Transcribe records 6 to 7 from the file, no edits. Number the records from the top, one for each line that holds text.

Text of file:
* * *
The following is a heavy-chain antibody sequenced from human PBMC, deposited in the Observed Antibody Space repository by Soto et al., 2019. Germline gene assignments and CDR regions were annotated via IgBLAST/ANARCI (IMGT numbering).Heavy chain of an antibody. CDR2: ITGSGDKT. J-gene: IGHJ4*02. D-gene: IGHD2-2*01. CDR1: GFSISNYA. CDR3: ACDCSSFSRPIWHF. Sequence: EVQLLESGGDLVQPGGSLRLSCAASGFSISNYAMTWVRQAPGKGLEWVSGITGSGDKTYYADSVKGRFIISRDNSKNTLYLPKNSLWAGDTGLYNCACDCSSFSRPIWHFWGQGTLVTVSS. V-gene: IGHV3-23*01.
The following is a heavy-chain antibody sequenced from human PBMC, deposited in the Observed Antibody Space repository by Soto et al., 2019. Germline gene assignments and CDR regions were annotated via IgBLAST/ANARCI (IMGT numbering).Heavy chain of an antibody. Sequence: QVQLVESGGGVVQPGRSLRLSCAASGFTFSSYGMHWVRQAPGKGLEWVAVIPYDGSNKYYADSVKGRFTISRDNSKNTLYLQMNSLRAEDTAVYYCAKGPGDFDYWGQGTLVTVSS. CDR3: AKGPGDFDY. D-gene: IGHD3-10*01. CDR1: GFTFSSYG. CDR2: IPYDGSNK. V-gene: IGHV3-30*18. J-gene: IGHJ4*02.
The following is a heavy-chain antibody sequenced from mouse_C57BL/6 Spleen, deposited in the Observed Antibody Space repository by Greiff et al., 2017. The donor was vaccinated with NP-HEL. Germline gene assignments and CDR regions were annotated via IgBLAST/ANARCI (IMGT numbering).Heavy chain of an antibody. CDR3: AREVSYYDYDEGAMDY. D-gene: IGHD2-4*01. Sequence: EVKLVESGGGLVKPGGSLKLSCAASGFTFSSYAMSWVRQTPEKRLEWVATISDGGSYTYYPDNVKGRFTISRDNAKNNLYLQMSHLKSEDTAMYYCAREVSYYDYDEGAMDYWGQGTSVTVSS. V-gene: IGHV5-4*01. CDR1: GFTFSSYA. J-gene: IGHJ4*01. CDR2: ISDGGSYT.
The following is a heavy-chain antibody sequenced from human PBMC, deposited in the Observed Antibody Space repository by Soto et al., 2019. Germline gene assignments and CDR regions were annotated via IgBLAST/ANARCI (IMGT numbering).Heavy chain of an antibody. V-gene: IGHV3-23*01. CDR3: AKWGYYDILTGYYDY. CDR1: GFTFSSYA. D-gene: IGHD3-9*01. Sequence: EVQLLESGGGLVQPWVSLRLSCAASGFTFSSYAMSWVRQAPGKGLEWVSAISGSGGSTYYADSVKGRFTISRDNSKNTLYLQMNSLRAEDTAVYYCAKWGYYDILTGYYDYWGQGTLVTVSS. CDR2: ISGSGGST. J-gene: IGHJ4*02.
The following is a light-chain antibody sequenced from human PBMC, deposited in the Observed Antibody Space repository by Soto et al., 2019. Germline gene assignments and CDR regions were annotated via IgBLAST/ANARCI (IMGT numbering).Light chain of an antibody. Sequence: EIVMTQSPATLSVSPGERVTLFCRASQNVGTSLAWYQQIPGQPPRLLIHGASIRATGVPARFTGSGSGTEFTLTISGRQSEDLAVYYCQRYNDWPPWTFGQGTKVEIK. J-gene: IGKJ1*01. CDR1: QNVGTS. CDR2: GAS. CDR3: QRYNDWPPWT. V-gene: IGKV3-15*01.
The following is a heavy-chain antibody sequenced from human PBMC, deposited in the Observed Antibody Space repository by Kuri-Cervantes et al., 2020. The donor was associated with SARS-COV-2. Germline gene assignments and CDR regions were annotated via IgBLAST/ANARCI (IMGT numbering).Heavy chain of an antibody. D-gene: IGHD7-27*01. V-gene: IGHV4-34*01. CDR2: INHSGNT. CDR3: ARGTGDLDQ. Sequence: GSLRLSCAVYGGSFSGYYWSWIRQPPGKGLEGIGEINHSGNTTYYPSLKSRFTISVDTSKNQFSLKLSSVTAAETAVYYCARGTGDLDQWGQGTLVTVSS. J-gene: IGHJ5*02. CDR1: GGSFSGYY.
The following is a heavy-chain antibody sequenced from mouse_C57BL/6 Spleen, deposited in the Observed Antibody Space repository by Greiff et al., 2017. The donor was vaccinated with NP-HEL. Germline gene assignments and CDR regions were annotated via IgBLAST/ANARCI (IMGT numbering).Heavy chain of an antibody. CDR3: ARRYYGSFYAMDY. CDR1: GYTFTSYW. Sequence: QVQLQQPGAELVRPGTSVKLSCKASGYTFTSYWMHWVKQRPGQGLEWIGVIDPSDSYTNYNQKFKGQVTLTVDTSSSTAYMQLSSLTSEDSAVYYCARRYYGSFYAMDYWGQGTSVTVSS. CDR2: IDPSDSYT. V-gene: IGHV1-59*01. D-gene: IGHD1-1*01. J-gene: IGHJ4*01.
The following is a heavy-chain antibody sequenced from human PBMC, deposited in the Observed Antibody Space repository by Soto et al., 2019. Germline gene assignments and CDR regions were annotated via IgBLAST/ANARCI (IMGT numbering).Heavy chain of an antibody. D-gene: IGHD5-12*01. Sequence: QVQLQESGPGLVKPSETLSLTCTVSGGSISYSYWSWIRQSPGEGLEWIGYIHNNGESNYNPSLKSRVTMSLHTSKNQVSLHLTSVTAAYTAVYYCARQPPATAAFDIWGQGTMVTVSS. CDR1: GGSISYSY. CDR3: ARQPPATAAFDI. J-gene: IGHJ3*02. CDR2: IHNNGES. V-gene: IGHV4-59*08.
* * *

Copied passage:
The following is a heavy-chain antibody sequenced from human PBMC, deposited in the Observed Antibody Space repository by Kuri-Cervantes et al., 2020. The donor was associated with SARS-COV-2. Germline gene assignments and CDR regions were annotated via IgBLAST/ANARCI (IMGT numbering).Heavy chain of an antibody. D-gene: IGHD7-27*01. V-gene: IGHV4-34*01. CDR2: INHSGNT. CDR3: ARGTGDLDQ. Sequence: GSLRLSCAVYGGSFSGYYWSWIRQPPGKGLEGIGEINHSGNTTYYPSLKSRFTISVDTSKNQFSLKLSSVTAAETAVYYCARGTGDLDQWGQGTLVTVSS. J-gene: IGHJ5*02. CDR1: GGSFSGYY.
The following is a heavy-chain antibody sequenced from mouse_C57BL/6 Spleen, deposited in the Observed Antibody Space repository by Greiff et al., 2017. The donor was vaccinated with NP-HEL. Germline gene assignments and CDR regions were annotated via IgBLAST/ANARCI (IMGT numbering).Heavy chain of an antibody. CDR3: ARRYYGSFYAMDY. CDR1: GYTFTSYW. Sequence: QVQLQQPGAELVRPGTSVKLSCKASGYTFTSYWMHWVKQRPGQGLEWIGVIDPSDSYTNYNQKFKGQVTLTVDTSSSTAYMQLSSLTSEDSAVYYCARRYYGSFYAMDYWGQGTSVTVSS. CDR2: IDPSDSYT. V-gene: IGHV1-59*01. D-gene: IGHD1-1*01. J-gene: IGHJ4*01.